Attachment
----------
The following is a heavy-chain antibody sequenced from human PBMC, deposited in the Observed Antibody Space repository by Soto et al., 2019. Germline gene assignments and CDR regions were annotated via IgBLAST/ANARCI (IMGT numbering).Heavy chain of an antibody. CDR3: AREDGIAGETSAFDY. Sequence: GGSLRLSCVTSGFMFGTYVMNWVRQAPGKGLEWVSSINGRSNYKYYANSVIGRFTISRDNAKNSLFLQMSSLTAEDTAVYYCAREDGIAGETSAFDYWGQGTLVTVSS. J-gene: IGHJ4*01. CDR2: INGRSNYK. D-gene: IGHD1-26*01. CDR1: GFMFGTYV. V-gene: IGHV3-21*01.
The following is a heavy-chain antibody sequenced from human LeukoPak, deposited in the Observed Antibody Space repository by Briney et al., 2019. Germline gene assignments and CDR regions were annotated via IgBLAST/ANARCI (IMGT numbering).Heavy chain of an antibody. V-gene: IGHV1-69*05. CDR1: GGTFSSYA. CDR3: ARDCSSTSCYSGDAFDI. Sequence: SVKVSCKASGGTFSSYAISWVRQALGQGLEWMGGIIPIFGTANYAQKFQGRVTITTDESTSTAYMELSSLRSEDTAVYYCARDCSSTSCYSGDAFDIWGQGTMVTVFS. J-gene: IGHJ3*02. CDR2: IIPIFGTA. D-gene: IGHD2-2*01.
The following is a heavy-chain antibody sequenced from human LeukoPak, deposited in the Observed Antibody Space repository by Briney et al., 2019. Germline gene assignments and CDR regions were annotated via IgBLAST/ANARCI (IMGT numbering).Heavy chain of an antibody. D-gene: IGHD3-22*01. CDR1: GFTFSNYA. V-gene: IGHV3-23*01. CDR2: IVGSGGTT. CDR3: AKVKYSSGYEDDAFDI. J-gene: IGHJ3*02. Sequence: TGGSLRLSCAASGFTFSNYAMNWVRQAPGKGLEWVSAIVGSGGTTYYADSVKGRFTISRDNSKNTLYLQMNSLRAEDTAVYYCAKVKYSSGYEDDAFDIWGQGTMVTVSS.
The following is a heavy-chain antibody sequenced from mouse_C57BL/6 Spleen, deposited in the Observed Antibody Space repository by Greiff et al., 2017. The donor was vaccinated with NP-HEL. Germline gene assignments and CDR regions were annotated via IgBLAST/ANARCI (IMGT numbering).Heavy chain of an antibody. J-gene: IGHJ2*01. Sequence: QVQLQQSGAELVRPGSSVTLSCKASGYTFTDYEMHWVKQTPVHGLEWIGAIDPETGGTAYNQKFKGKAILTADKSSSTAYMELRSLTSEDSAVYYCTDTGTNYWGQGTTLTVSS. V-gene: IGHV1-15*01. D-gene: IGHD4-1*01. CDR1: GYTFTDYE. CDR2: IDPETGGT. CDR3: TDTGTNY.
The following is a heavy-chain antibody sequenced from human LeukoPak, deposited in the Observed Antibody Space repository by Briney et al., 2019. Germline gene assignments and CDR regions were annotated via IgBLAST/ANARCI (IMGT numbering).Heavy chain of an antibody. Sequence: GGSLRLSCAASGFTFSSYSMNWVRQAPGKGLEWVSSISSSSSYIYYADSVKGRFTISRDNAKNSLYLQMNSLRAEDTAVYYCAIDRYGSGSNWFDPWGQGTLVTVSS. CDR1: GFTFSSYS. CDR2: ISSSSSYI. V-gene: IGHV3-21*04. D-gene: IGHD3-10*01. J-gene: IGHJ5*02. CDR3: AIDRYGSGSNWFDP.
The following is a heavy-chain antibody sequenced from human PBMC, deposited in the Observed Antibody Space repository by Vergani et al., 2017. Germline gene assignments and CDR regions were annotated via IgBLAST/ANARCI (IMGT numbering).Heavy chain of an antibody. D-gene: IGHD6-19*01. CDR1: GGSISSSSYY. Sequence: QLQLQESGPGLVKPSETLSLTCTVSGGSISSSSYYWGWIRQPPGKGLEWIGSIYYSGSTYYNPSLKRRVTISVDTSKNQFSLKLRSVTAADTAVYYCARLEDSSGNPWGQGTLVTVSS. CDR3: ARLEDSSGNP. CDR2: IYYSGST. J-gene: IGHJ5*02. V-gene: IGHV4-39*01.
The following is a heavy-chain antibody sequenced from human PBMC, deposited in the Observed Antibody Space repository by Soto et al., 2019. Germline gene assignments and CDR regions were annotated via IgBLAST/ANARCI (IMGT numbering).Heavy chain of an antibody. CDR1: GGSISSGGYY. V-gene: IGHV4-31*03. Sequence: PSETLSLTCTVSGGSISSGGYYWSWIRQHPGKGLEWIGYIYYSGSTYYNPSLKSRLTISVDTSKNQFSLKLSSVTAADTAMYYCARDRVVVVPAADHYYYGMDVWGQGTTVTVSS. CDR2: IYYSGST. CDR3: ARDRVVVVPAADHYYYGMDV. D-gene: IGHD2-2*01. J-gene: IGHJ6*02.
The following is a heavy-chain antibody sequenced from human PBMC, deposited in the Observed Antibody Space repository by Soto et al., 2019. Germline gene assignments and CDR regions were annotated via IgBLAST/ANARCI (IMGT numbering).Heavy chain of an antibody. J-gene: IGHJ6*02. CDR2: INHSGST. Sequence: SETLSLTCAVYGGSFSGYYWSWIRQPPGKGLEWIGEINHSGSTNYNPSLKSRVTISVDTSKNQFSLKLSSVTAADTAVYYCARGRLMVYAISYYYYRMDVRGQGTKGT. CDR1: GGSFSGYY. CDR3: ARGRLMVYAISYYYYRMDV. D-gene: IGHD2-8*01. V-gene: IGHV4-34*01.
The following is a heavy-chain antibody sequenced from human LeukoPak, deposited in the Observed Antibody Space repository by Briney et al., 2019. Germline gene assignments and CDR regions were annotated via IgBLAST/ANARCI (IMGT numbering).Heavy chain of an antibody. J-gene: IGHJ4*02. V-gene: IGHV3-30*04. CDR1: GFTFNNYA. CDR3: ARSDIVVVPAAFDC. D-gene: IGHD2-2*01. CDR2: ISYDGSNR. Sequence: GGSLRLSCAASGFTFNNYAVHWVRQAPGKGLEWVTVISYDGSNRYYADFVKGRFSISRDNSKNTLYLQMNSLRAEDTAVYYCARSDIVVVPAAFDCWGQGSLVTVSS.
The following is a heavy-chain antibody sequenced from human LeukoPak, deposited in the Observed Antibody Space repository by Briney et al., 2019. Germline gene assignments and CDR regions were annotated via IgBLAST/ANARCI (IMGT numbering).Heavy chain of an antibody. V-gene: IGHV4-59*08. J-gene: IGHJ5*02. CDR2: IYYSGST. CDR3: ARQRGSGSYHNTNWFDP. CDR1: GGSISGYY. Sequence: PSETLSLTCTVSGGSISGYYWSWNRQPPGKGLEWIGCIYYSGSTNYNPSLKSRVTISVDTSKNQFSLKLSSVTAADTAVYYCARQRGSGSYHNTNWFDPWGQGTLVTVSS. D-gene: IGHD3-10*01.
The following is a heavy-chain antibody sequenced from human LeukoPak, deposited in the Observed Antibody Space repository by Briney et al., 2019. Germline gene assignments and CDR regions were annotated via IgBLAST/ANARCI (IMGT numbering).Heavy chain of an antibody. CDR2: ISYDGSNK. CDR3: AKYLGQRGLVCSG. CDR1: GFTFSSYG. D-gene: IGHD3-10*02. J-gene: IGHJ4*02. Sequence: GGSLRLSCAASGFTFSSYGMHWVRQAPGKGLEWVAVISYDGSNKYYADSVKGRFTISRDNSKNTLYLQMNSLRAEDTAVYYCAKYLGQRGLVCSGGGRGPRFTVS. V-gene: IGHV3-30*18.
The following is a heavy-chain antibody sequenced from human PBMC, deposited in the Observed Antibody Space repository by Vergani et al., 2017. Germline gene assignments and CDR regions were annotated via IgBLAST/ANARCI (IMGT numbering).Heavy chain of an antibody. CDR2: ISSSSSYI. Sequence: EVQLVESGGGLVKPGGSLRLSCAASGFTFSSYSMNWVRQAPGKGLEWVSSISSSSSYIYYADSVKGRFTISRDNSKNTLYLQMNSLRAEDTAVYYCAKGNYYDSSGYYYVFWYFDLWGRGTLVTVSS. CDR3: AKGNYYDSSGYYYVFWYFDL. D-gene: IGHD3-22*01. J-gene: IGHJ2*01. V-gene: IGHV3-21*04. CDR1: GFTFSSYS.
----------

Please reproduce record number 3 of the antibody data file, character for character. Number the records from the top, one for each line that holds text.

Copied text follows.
The following is a heavy-chain antibody sequenced from human LeukoPak, deposited in the Observed Antibody Space repository by Briney et al., 2019. Germline gene assignments and CDR regions were annotated via IgBLAST/ANARCI (IMGT numbering).Heavy chain of an antibody. D-gene: IGHD3-22*01. CDR1: GFTFSNYA. V-gene: IGHV3-23*01. CDR2: IVGSGGTT. CDR3: AKVKYSSGYEDDAFDI. J-gene: IGHJ3*02. Sequence: TGGSLRLSCAASGFTFSNYAMNWVRQAPGKGLEWVSAIVGSGGTTYYADSVKGRFTISRDNSKNTLYLQMNSLRAEDTAVYYCAKVKYSSGYEDDAFDIWGQGTMVTVSS.